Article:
Poet born in Palermo, Colonna dies of childbirth when she was just 27 years old. Girl of good family, educated to develop his talents she started writing at age 14 (“Hymns”) developing her style from classic and religious to heroic poetry, singing of an Italy united from North to South.
In 1841, at age 19, just a few yeas after cholera had caused thousands of victims in Sicily, Giuseppina Turrisi Colonna published his first book of poems. Gathering inspiration from the contemporary panorama of desolation surrounding the survivors, to the point that recall the times of the ancient heroes, Giuseppina writes of Aldruda, who in 1174 led the the city of Ancona to liberation against the Germans and Venetians. She writes of Joan of Arc, of her dreams to become, like Joan, a beacon of freedom to awaken the “sicane minds”. The whole work is pervaded by love for her country and the call for its children to rise to the occasion and fight for unity. whole is primarily for the country, that of her children needs to rise.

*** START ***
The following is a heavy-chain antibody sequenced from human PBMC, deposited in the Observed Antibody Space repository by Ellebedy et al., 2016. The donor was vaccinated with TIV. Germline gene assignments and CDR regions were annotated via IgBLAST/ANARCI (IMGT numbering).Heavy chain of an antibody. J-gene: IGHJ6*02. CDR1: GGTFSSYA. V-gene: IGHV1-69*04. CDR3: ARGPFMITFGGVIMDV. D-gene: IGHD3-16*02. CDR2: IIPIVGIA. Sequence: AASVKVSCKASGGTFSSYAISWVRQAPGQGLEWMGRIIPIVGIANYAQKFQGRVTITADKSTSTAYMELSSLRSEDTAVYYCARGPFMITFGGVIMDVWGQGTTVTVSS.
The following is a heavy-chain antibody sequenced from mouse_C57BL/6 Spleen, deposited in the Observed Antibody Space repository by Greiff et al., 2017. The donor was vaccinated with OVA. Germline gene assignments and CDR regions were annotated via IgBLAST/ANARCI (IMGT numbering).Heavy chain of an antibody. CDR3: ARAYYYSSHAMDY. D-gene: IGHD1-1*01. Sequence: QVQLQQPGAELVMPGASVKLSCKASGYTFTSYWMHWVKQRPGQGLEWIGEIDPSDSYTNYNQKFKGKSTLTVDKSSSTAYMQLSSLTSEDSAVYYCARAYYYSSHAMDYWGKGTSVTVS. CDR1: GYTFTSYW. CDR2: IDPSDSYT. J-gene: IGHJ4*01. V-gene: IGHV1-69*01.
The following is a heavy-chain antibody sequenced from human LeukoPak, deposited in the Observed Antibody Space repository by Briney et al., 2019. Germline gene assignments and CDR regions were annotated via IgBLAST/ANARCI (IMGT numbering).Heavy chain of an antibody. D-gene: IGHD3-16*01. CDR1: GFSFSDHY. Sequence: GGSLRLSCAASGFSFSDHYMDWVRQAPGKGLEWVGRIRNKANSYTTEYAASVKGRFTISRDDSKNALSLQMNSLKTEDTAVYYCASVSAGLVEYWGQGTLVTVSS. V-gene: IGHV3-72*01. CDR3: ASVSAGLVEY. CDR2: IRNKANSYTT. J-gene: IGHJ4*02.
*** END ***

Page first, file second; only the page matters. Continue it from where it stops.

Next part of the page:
In 1843, she receives a request, from Paris, to write a poem to be included in the “Parnassus of Italian contemporary poets”: a prestigious recognition. Colonna wrote an ode “To the Sicilian women”. Sicily has fallen and lost its luster. The ode is an appeal to all Sikelian women “Arise, my dearest, and for a lost Motherland/ through you may come courage and hope”. Only women can and must improve the fate of the homeland through educating children and forming of future citizens.
Colonna wrote newspaper articles on the controversial “The wheel” of Palermo and in 1846 she spent the summer in Florence, where with Le Monnier published a second volume of poems praised by critics. She is among the firsts to overcome the stifling concept of “Sicilian homeland” and constantly turns to women to drive a moral resurgence as the basis for a new political future and dreams of a united Italy.
1. La Republican, http://palermo.repubblica.it/dettaglio/La-poetessa-femminista-che-incitava-alla-rivolta/1431373